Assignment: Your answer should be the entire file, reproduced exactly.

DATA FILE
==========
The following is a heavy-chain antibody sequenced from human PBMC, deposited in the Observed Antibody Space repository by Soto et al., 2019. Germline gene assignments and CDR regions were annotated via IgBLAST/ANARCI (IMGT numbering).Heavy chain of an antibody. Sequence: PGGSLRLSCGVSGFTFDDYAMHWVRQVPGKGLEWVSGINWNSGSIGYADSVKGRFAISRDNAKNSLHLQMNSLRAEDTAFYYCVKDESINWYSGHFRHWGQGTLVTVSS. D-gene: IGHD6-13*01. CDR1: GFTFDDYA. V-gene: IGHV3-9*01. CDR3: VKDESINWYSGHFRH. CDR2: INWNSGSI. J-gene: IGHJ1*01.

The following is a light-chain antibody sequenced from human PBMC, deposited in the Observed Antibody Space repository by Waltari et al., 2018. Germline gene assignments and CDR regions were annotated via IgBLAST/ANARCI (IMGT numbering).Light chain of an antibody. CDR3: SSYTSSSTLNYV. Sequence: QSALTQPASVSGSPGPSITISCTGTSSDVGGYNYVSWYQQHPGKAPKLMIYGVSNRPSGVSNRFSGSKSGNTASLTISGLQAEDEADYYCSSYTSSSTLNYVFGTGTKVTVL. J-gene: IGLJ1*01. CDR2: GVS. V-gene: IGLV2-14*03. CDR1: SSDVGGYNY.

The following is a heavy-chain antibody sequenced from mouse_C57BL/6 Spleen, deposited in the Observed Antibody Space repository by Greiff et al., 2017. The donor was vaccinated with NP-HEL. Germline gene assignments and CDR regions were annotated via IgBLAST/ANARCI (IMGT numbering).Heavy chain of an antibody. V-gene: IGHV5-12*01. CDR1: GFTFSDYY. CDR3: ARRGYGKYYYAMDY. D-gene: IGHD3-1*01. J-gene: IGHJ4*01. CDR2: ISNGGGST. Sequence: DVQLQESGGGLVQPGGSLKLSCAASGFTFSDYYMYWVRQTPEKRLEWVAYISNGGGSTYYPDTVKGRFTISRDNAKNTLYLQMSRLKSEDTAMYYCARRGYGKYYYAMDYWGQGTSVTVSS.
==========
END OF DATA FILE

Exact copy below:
The following is a heavy-chain antibody sequenced from human PBMC, deposited in the Observed Antibody Space repository by Soto et al., 2019. Germline gene assignments and CDR regions were annotated via IgBLAST/ANARCI (IMGT numbering).Heavy chain of an antibody. Sequence: PGGSLRLSCGVSGFTFDDYAMHWVRQVPGKGLEWVSGINWNSGSIGYADSVKGRFAISRDNAKNSLHLQMNSLRAEDTAFYYCVKDESINWYSGHFRHWGQGTLVTVSS. D-gene: IGHD6-13*01. CDR1: GFTFDDYA. V-gene: IGHV3-9*01. CDR3: VKDESINWYSGHFRH. CDR2: INWNSGSI. J-gene: IGHJ1*01.

The following is a light-chain antibody sequenced from human PBMC, deposited in the Observed Antibody Space repository by Waltari et al., 2018. Germline gene assignments and CDR regions were annotated via IgBLAST/ANARCI (IMGT numbering).Light chain of an antibody. CDR3: SSYTSSSTLNYV. Sequence: QSALTQPASVSGSPGPSITISCTGTSSDVGGYNYVSWYQQHPGKAPKLMIYGVSNRPSGVSNRFSGSKSGNTASLTISGLQAEDEADYYCSSYTSSSTLNYVFGTGTKVTVL. J-gene: IGLJ1*01. CDR2: GVS. V-gene: IGLV2-14*03. CDR1: SSDVGGYNY.

The following is a heavy-chain antibody sequenced from mouse_C57BL/6 Spleen, deposited in the Observed Antibody Space repository by Greiff et al., 2017. The donor was vaccinated with NP-HEL. Germline gene assignments and CDR regions were annotated via IgBLAST/ANARCI (IMGT numbering).Heavy chain of an antibody. V-gene: IGHV5-12*01. CDR1: GFTFSDYY. CDR3: ARRGYGKYYYAMDY. D-gene: IGHD3-1*01. J-gene: IGHJ4*01. CDR2: ISNGGGST. Sequence: DVQLQESGGGLVQPGGSLKLSCAASGFTFSDYYMYWVRQTPEKRLEWVAYISNGGGSTYYPDTVKGRFTISRDNAKNTLYLQMSRLKSEDTAMYYCARRGYGKYYYAMDYWGQGTSVTVSS.